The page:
11/3. Youth-e-Vote released the results of an online election in which 1,330,913 students cast ballots. In the presidential race, Bush / Cheney won with 56% of the popular vote, and 386 electoral votes. Gore / Lieberman received 38% of the popular vote and 155 electoral votes. Nader / LaDuke got 4%. Buchanan / Foster got 2%. Republicans retained a majority in the Senate. Lazio beat Clinton in New York; Republicans also won open seats in Nebraska, Florida, and Nevada. However, Democrat Corzine won the seat of the retiring Lautenberg (D-NJ). All incumbents seeking re-election won, except Roth (R-DE), Gorton (R-WA), Grams (R-MN), Ashcroft (R-MN), and Robb (D-VA). Results were not tallied for House districts.
11/2. The FTC announced changes to its Rules of Practice. The changes delegate to the Director of the Bureau of Competition the authority to respond to certain requests made pursuant to agreements under the International Antitrust Enforcement Assistance Act (IAEAA).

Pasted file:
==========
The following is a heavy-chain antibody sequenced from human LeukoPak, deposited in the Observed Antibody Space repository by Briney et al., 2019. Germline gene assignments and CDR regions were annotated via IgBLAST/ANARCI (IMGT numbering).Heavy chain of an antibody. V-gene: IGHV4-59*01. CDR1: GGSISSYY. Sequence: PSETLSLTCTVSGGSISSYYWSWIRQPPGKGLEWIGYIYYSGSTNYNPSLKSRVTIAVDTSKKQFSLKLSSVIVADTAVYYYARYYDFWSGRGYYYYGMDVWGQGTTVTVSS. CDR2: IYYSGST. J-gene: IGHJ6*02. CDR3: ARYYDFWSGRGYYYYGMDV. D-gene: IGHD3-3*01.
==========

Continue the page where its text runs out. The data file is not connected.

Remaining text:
11/2. Qualcomm announced that it has received a ruling from the IRS indicating that the proposed spin-off of its integrated circuits and system software business, Qualcomm CDMA Technologies, which are also know as Qualcomm Spinco, should be a tax-free distribution to Qualcomm and its stockholders. See, release. See also, July 25 release announcing the spin-off.
10/25. Stanley Lipides entered a plea of guilty to mail fraud in U.S. District Court (DNJ). The one count information charged him with fraud for selling over the Internet AIDS testing devices that he represented were FDA approved, when in fact, the devices were neither FDA approved, nor accurate. Sentencing is scheduled for 10:30 AM on Feb. 13, 2001. See, release.
Editor's Note: This column includes all News Briefs added to Tech Law Journal since the last Daily E-Mail Alert. The dates indicate when the event occurred, not the date of posting to Tech Law Journal.
On Tuesday Nov. 7 at 12:15 PM ET the Federal Communications Bar Association's Common Carrier Committee will host a brown bag lunch. The speaker will be Dorothy Attwood, Bureau Chief of the FCC's Common Carrier Bureau. Location: Wiley Rein & Fielding, 1750 K Street, NW, 10th Floor.